Irish minister claims Straw's softening on EU tax rule has upset Chancellor

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Indy Politics

The Treasury has crushed a possible shift in Britain's hardline position on EU tax policy, amid evidence of a Cabinet rift with the Foreign Office.

The Treasury moved swiftly to contradict comments by the Foreign Secretary, Jack Straw, who said he would consider scrapping the national veto on cross-border measures to combat fraud in taxation.

Evidence of a government split was revealed by Ireland's finance minister, Charlie McCreevy, who is an important ally of the British Government on tax issues in negotiations on the EU constitution.

Mr McCreevy said there had been "some disquiet in the offices of the Chancellor of the Exchequer", following a statement by Mr Straw at a press conference at an EU summit in Rome. He added that, unprompted, the Treasury contacted his department to contradict Mr Straw, and reassure the Irish government that British policy had not changed.

The British and Irish governments have both opposed measures, laid down in a draft EU constitution, to abolish the national veto in two areas of tax policy: moves to combat cross-border fraud and co-operation among tax administrations.

Mr Straw's remarks caused dismay in the Irish government where some officials fear that he may have given away the UK's "bottom line", rather than its negotiating position.

Ireland is a crucial ally for the UK because it is the only other country that opposes abolition of the veto on any area of tax policy, arguing that it would be a "slippery slope".

The Irish finance minister said of Mr Straw's previous statement "I think this may have caused some disquiet in the offices of the Chancellor of the Exchequer".

Treasury officials contacted the Irish government on Monday morning, after Mr Straw's comments were reported in The Independent. Mr McCreevy said he was given reassurances at Tuesday's EU finance ministers' meeting by Paul Boateng, the Chief Secretary to the Treasury, who was standing in for Mr Brown.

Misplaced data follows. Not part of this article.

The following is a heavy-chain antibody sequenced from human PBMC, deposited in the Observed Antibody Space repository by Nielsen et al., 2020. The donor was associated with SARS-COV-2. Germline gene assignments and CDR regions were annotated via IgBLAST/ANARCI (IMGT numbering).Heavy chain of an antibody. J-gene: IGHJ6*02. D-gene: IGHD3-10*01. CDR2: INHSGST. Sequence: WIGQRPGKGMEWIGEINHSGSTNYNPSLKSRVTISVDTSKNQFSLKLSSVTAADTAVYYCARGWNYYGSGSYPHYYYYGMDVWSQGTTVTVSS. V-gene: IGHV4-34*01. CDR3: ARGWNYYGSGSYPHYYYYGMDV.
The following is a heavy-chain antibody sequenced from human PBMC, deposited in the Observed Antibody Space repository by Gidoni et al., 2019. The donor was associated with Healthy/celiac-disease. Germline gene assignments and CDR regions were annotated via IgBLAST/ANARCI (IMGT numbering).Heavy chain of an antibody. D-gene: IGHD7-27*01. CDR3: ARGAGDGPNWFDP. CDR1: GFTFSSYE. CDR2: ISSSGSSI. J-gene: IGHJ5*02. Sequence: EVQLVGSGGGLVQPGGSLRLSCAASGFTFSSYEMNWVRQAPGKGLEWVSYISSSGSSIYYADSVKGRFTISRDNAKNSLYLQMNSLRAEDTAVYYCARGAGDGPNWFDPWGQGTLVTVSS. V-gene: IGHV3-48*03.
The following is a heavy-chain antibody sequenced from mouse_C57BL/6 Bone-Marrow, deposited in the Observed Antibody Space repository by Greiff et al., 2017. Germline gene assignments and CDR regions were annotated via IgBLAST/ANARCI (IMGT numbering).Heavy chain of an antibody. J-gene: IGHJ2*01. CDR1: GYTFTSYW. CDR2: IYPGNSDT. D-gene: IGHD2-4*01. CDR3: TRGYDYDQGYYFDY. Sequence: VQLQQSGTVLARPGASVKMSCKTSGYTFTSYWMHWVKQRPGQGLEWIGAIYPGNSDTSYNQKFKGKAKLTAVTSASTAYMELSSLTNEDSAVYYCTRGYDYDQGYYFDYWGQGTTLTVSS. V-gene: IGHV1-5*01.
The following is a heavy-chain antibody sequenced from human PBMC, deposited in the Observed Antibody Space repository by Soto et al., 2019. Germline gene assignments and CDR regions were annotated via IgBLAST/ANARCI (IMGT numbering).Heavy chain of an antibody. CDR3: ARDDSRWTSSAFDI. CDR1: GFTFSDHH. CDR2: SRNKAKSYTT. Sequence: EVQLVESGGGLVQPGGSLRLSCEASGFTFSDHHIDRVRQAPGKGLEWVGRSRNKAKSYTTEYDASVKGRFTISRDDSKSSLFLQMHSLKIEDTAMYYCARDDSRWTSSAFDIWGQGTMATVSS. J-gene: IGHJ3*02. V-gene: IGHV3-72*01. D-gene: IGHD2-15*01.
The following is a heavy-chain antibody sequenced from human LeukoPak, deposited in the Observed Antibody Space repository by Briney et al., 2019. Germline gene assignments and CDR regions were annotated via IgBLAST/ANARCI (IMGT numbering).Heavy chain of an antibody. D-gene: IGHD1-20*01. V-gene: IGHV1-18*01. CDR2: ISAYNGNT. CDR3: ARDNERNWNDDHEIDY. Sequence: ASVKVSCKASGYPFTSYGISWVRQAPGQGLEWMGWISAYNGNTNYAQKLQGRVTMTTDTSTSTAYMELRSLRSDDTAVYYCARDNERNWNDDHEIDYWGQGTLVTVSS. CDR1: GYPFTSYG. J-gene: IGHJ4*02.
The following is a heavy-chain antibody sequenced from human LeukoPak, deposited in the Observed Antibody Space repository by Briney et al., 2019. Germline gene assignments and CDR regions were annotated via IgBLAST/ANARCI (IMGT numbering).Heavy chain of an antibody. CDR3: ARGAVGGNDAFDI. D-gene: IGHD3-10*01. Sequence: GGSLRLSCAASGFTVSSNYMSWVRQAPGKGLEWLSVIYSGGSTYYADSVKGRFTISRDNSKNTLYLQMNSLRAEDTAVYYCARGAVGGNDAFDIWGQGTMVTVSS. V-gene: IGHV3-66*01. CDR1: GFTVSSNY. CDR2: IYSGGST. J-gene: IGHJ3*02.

But senior Treasury sources disputed Mr McCreevy's account of the incident, suggesting it was the Irish Government which initiated the contact on Monday and that the Chancellor of the Exchequer was not involved.

"No one from Gordon's office rang the Irish Finance Minister or Ministry," said one source close to the Chancellor. "What did happen is an official in the Irish Finance Ministry rang an official in the Treasury and said, 'What did Jack Straw say?' And they said he did his press briefing and they misinterpreted what he said. That's the end of it."

The Foreign Office has taken a contradictory position on Mr Straw's comments, refusing to explain or retract his words but insisting that the UK's policy remains unchanged.

Downing Street denied yesterday Mr Straw was attempting to soften policy and said the Foreign Office comment was not "a kite flying exercise". The Government knows that it faces a battle in opposing a move to majority voting on measures to combat fraud - something to which the government is committed.

Asked to interpret Mr Straw's motives, Mr McCreevy said he had enough trouble keeping track of the intentions of his colleagues in Dublin, let alone those in London.

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